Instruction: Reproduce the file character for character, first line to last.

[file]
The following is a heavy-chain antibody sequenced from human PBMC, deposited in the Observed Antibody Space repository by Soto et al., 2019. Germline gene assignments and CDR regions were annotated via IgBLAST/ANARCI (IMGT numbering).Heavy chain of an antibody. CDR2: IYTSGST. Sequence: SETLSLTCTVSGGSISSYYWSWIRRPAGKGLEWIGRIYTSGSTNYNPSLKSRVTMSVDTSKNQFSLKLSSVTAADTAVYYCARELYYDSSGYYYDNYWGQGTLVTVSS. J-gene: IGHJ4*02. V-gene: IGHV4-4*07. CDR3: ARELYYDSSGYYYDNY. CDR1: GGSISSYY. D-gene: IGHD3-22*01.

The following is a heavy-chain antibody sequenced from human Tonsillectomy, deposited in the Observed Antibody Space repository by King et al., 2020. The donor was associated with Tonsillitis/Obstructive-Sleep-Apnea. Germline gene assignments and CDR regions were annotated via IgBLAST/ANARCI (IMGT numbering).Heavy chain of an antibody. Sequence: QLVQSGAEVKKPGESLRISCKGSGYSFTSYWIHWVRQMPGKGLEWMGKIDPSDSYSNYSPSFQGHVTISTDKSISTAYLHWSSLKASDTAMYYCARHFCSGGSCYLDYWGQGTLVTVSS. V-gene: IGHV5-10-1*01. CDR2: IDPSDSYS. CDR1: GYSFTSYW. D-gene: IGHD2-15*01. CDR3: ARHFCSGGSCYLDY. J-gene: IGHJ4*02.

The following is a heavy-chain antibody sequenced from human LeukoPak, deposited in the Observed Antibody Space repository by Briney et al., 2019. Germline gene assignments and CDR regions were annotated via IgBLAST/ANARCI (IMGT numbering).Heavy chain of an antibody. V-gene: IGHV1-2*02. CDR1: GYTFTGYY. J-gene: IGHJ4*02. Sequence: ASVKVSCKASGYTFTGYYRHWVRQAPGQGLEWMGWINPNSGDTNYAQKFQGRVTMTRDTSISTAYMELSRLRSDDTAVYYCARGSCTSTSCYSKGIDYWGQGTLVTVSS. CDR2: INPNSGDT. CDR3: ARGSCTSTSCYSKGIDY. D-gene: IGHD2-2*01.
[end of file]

The following is a heavy-chain antibody sequenced from human PBMC, deposited in the Observed Antibody Space repository by Soto et al., 2019. Germline gene assignments and CDR regions were annotated via IgBLAST/ANARCI (IMGT numbering).Heavy chain of an antibody. CDR2: IYTSGST. Sequence: SETLSLTCTVSGGSISSYYWSWIRRPAGKGLEWIGRIYTSGSTNYNPSLKSRVTMSVDTSKNQFSLKLSSVTAADTAVYYCARELYYDSSGYYYDNYWGQGTLVTVSS. J-gene: IGHJ4*02. V-gene: IGHV4-4*07. CDR3: ARELYYDSSGYYYDNY. CDR1: GGSISSYY. D-gene: IGHD3-22*01.

The following is a heavy-chain antibody sequenced from human Tonsillectomy, deposited in the Observed Antibody Space repository by King et al., 2020. The donor was associated with Tonsillitis/Obstructive-Sleep-Apnea. Germline gene assignments and CDR regions were annotated via IgBLAST/ANARCI (IMGT numbering).Heavy chain of an antibody. Sequence: QLVQSGAEVKKPGESLRISCKGSGYSFTSYWIHWVRQMPGKGLEWMGKIDPSDSYSNYSPSFQGHVTISTDKSISTAYLHWSSLKASDTAMYYCARHFCSGGSCYLDYWGQGTLVTVSS. V-gene: IGHV5-10-1*01. CDR2: IDPSDSYS. CDR1: GYSFTSYW. D-gene: IGHD2-15*01. CDR3: ARHFCSGGSCYLDY. J-gene: IGHJ4*02.

The following is a heavy-chain antibody sequenced from human LeukoPak, deposited in the Observed Antibody Space repository by Briney et al., 2019. Germline gene assignments and CDR regions were annotated via IgBLAST/ANARCI (IMGT numbering).Heavy chain of an antibody. V-gene: IGHV1-2*02. CDR1: GYTFTGYY. J-gene: IGHJ4*02. Sequence: ASVKVSCKASGYTFTGYYRHWVRQAPGQGLEWMGWINPNSGDTNYAQKFQGRVTMTRDTSISTAYMELSRLRSDDTAVYYCARGSCTSTSCYSKGIDYWGQGTLVTVSS. CDR2: INPNSGDT. CDR3: ARGSCTSTSCYSKGIDY. D-gene: IGHD2-2*01.